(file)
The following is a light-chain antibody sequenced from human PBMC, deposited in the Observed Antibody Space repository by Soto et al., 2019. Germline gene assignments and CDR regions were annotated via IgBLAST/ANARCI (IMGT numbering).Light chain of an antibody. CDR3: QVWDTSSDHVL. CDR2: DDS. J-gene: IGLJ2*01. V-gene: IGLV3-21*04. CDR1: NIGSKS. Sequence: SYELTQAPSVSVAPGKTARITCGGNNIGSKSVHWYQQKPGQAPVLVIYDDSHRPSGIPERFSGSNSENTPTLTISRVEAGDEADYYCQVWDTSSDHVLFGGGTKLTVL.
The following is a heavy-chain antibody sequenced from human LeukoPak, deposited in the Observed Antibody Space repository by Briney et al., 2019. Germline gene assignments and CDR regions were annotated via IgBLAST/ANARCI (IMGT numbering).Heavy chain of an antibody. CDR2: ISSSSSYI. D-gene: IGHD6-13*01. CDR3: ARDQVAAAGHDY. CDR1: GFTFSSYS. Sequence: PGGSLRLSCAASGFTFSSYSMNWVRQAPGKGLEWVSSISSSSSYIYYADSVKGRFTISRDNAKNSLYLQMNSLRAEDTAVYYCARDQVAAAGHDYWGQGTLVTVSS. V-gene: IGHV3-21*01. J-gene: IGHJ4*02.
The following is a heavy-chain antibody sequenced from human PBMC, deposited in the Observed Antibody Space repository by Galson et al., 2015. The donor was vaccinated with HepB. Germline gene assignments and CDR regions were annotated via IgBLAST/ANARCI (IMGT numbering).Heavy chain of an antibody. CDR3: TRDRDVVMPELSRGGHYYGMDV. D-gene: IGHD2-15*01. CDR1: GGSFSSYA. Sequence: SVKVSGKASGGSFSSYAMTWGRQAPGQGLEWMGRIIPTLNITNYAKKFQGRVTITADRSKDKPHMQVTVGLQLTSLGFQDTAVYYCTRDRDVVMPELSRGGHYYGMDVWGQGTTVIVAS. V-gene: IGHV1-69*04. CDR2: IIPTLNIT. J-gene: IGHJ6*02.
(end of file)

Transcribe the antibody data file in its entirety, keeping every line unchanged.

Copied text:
The following is a light-chain antibody sequenced from human PBMC, deposited in the Observed Antibody Space repository by Soto et al., 2019. Germline gene assignments and CDR regions were annotated via IgBLAST/ANARCI (IMGT numbering).Light chain of an antibody. CDR3: QVWDTSSDHVL. CDR2: DDS. J-gene: IGLJ2*01. V-gene: IGLV3-21*04. CDR1: NIGSKS. Sequence: SYELTQAPSVSVAPGKTARITCGGNNIGSKSVHWYQQKPGQAPVLVIYDDSHRPSGIPERFSGSNSENTPTLTISRVEAGDEADYYCQVWDTSSDHVLFGGGTKLTVL.
The following is a heavy-chain antibody sequenced from human LeukoPak, deposited in the Observed Antibody Space repository by Briney et al., 2019. Germline gene assignments and CDR regions were annotated via IgBLAST/ANARCI (IMGT numbering).Heavy chain of an antibody. CDR2: ISSSSSYI. D-gene: IGHD6-13*01. CDR3: ARDQVAAAGHDY. CDR1: GFTFSSYS. Sequence: PGGSLRLSCAASGFTFSSYSMNWVRQAPGKGLEWVSSISSSSSYIYYADSVKGRFTISRDNAKNSLYLQMNSLRAEDTAVYYCARDQVAAAGHDYWGQGTLVTVSS. V-gene: IGHV3-21*01. J-gene: IGHJ4*02.
The following is a heavy-chain antibody sequenced from human PBMC, deposited in the Observed Antibody Space repository by Galson et al., 2015. The donor was vaccinated with HepB. Germline gene assignments and CDR regions were annotated via IgBLAST/ANARCI (IMGT numbering).Heavy chain of an antibody. CDR3: TRDRDVVMPELSRGGHYYGMDV. D-gene: IGHD2-15*01. CDR1: GGSFSSYA. Sequence: SVKVSGKASGGSFSSYAMTWGRQAPGQGLEWMGRIIPTLNITNYAKKFQGRVTITADRSKDKPHMQVTVGLQLTSLGFQDTAVYYCTRDRDVVMPELSRGGHYYGMDVWGQGTTVIVAS. V-gene: IGHV1-69*04. CDR2: IIPTLNIT. J-gene: IGHJ6*02.